LONDON (Reuters) - Formula One’s new rules are “just what the doctor ordered”, even if rival teams have become more competitive, according to Mercedes motorsport head Toto Wolff.
The Austrian said in a preview for Sunday’s Australian season-opener in Melbourne that Mercedes, the dominant team of the past three years, faced a big challenge.
“We have been very successful over the last three years through stable rules -- but no team has ever maintained its success over such a big regulation change before,” said Wolff.
”In a way, it’s just what the doctor ordered. To have such a challenge is good for the team.
“We have done the best job we possibly could over the winter and, if we are not the fastest in Melbourne, then it’s about finding out why and what needs to be done to get us back to that top spot.”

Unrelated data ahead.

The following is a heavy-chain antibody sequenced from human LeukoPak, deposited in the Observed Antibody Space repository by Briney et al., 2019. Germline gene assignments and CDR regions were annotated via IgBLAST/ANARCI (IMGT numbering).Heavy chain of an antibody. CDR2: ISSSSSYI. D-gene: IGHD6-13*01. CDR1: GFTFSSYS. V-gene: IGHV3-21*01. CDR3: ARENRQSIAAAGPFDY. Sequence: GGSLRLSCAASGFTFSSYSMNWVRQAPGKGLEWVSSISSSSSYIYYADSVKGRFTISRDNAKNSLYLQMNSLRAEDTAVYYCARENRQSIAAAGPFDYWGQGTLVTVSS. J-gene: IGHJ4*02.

Ferrari emerged from pre-season testing with the quickest times, although the Mercedes pairing of triple champion Lewis Hamilton and Valtteri Bottas did the most laps with impressive reliability.
Bottas, previously with Williams, has replaced 2016 world champion Nico Rosberg, who retired days after winning his first title.
Hamilton, winner of 53 grands prix over his career to date, starts the season as favourite for a fourth championship and to win the opening race.
Bookmakers William Hill have the Briton at 10/11 for Melbourne, with Ferrari’s Sebastian Vettel second favourite at 7/2 and Bottas at 6/1.
“We believe that it is going to be another Mercedes procession but the Australian Grand Prix is often unpredictable,” said William Hill spokesman Rupert Adams.
Wolff said testing in Barcelona had indicated “that the margins at the front of the field have shrunk,” although there was no way of knowing for sure.
Teams use testing to experiment with fuel loads and power unit settings.
Mercedes have won 51 of 59 grands prix since the 1.6 litre V6 turbo hybrid units were introduced. The team also started all but one of last season’s races on pole position.
Ferrari and Red Bull are the only teams to have beaten Mercedes since 2013.
Reporting by Alan Baldwin; Editing by Robin Pomeroy